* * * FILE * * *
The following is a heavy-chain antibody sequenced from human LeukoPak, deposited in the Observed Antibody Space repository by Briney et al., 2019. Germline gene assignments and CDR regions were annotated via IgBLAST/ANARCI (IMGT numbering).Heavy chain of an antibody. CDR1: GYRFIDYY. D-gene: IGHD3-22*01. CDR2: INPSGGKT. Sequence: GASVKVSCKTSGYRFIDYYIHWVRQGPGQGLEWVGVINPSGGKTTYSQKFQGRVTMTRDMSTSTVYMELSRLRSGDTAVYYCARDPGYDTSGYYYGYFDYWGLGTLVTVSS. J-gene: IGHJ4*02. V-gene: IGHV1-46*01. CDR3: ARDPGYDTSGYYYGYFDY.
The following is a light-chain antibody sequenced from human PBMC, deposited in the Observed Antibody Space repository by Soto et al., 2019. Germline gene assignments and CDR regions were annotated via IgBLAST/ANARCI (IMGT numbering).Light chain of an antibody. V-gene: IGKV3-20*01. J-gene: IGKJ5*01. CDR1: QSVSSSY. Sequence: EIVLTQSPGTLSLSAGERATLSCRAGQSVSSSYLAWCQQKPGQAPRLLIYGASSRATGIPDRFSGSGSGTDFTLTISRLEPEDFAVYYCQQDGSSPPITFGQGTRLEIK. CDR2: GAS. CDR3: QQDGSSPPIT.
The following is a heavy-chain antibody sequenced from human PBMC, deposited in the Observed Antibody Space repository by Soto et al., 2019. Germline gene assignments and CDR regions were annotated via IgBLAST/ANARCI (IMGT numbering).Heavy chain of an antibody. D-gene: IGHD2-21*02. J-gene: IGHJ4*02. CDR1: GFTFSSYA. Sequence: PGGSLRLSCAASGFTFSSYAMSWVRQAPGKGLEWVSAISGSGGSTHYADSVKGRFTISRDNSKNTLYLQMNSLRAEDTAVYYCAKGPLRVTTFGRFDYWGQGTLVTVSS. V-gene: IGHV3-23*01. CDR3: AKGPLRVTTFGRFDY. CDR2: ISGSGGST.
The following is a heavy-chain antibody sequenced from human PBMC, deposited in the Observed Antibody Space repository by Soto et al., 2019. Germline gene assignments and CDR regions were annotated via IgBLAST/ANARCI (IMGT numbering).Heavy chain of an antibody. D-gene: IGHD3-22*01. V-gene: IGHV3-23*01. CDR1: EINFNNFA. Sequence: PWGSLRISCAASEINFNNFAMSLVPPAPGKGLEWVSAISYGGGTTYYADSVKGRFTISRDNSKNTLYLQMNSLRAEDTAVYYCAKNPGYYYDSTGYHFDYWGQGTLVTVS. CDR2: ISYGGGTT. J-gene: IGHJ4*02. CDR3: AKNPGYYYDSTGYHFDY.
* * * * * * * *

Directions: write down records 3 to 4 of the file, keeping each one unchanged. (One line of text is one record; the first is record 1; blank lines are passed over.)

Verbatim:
The following is a heavy-chain antibody sequenced from human PBMC, deposited in the Observed Antibody Space repository by Soto et al., 2019. Germline gene assignments and CDR regions were annotated via IgBLAST/ANARCI (IMGT numbering).Heavy chain of an antibody. D-gene: IGHD2-21*02. J-gene: IGHJ4*02. CDR1: GFTFSSYA. Sequence: PGGSLRLSCAASGFTFSSYAMSWVRQAPGKGLEWVSAISGSGGSTHYADSVKGRFTISRDNSKNTLYLQMNSLRAEDTAVYYCAKGPLRVTTFGRFDYWGQGTLVTVSS. V-gene: IGHV3-23*01. CDR3: AKGPLRVTTFGRFDY. CDR2: ISGSGGST.
The following is a heavy-chain antibody sequenced from human PBMC, deposited in the Observed Antibody Space repository by Soto et al., 2019. Germline gene assignments and CDR regions were annotated via IgBLAST/ANARCI (IMGT numbering).Heavy chain of an antibody. D-gene: IGHD3-22*01. V-gene: IGHV3-23*01. CDR1: EINFNNFA. Sequence: PWGSLRISCAASEINFNNFAMSLVPPAPGKGLEWVSAISYGGGTTYYADSVKGRFTISRDNSKNTLYLQMNSLRAEDTAVYYCAKNPGYYYDSTGYHFDYWGQGTLVTVS. CDR2: ISYGGGTT. J-gene: IGHJ4*02. CDR3: AKNPGYYYDSTGYHFDY.